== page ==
as a program sponsor?
Lorne McConachie | Bassetti Architects: We value the rich texture of historic buildings within our urban fabric.
We value the cultural continuum of our evolving history.
We value the embodied energy of our landmark structures as we confront climate change.
We value the opportunity to preserve and restore our cultural and architectural legacy.
We value the educational opportunities embedded in our history.
We value the beauty of our landmarks.
We value the stories.
We value our community.
Why did you decide to make a gift to Historic Seattle to help save The Showbox?
James Keblas: I was so relieved to hear that Historic Seattle was taking the lead to save The Showbox. I remember the moment well because it was the first time I had hope that saving The Showbox was actually possible. It meant so much to have an organization from outside the music community understand the cultural value The Showbox has for Seattle. I immediately went online and made a donation to support the cause.
The Showbox is a pillar of our music and creative identity. It’s beautiful and unique. It has hosted incredible events over generations and created memories that have come to define a significant piece of Seattle’s identity.
Most importantly, live music venues are the vital ingredient to creating a healthy music community. It’s where artists hone their craft and begin collaborations with other artists. It’s where audiences and community get developed over a shared love of music. There are many things that contribute to a healthy music scene, but I believe nothing is as critical as live music venues. If we have live music venues, all the other pieces fall into line. If we lose them, this community will lose its musical identity. I am grateful Historic Seattle is fighting to prevent this from happening. Seattle is a great music city. Let’s make sure that legacy is there for the next generation.
James Keblas pictured backstage at a show in Washington, DC with Corin Tucker of Sleater-Kinney. Corin told James she was “heartbroken” when she heard about the threat to The Showbox.
Volunteer Leadership: Council Member Valerie Tran
Valerie Tran joined Historic Seattle’s Council in 2017 and now serves as secretary, as well as on our education, advocacy, and benefit committees. As current board president of Friends of Little Saigon and a former International Special Review District board member, Valerie brings a deep understanding of the value of preservation to community — particularly to communities of underserved immigrants, refugees, and people of color.
Why does our cause matter to you?
Valerie Tran: It matters because it’s important to have a voice for historic preservation. There need to be resources and a network to prevent the loss of not just physical assets, but cultural assets. Historic Seattle understands the value of preservation of not just physical places but the preservation of community and use. When you preserve, you’re helping to prevent displacement and protect the physical representation of cultural groups. You ensure that physical places are here for the people who have historically used them and want and need to continue to use them.
Valerie Tran (left) at Historic Seattle’s 2019 Preservation Celebration Benefit.
Thank you to all of you who support Historic Seattle! Together we are shaping a city that values and protects its collective history.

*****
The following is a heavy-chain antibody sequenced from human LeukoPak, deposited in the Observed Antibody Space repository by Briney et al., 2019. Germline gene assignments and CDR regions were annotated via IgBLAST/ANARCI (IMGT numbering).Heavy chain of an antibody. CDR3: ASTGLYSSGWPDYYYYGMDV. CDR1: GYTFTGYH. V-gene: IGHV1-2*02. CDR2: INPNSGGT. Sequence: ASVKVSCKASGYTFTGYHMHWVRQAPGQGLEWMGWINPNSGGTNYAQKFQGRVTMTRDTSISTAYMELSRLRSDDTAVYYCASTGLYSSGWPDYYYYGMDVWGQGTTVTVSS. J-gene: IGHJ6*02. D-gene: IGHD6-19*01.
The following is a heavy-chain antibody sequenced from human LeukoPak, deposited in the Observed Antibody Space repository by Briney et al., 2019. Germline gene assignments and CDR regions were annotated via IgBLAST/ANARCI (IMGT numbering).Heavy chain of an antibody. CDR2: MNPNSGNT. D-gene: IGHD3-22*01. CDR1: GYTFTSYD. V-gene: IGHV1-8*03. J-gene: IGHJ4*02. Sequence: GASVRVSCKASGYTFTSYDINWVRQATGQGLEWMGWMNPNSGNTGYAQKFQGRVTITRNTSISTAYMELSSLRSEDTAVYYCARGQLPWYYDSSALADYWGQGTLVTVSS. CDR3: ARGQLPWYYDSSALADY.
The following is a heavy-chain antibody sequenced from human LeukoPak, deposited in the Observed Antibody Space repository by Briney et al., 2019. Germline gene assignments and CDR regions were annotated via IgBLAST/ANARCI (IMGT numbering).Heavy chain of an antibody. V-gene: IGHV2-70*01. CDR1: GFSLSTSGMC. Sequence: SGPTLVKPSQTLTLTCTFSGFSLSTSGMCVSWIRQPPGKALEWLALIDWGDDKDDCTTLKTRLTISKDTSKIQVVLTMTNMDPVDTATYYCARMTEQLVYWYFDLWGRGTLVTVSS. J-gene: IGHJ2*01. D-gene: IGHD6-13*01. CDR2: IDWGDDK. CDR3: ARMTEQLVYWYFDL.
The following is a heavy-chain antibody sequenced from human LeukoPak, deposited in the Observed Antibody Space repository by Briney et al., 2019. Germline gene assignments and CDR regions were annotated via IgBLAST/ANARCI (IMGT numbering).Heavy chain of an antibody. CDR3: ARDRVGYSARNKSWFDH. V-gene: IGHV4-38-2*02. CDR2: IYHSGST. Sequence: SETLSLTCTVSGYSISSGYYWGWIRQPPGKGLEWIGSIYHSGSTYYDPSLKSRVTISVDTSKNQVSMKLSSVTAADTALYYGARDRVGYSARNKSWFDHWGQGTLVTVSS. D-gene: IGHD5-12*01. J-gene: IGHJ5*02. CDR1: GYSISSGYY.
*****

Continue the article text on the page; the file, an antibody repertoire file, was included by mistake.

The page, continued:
An interview with Shannon Welles and Earnie Ashwood, Showbox employees and founding members of Friends of The Showbox.
What is Friends of The Showbox (FOTS) and how
were you inspired to organize this group?
describe Friends of The Showbox as a grassroots community coalition of people
dedicated to saving The Showbox. For me, establishing the group came from
wanting to get the employees of The Showbox connected to a greater community of
people working to save the venue. It also came from wanting to unite individuals
and connect them with groups like Friends of the Market and Historic Seattle to
get all parties working together.
Also, I was in grad school
when the news about the threat to The Showbox broke. I was taking a public
policy class, and I felt like I could help organize people who had energy but
didn’t know where to put it. Like the employees, many people wanted to help but
didn’t know how.
is a coalition of people who love The Showbox and have gathered for the sole
interest of preserving both the use and the cultural heritage of the building.
Tell us about yourself, your connection to
Seattle, and how you came to be a part of The Showbox.
has been the driving force in my life since I was a kid. I started working at a
music store when I was 16, and I moved to Seattle because of the music scene. Seattle
was my music mecca. I would not have come here were it not for the music.
moved to Seattle to pursue music as a full-time career. I started working at The
Showbox, and it quickly became a second home for me. My relationship with The
Showbox has dramatically evolved because of the culture of community that
What is your earliest memory of The Showbox?
went to my first concert at The Showbox (Gillian Welch)
about two weeks after I moved here in 2001. Not long after that, I started
working there. I’ve now worked at The Showbox for 17 years and I can’t imagine
my life, or Seattle, without it.
EA: One of
my earliest memories was meeting the security manager of The Showbox for a job
interview at Pike Place Market. It was very simple, he asked me, “Are you
compassionate? Do you have the ability to listen? And can you make this more
than being about yourself, and flexing power?”
He proceeded to explain that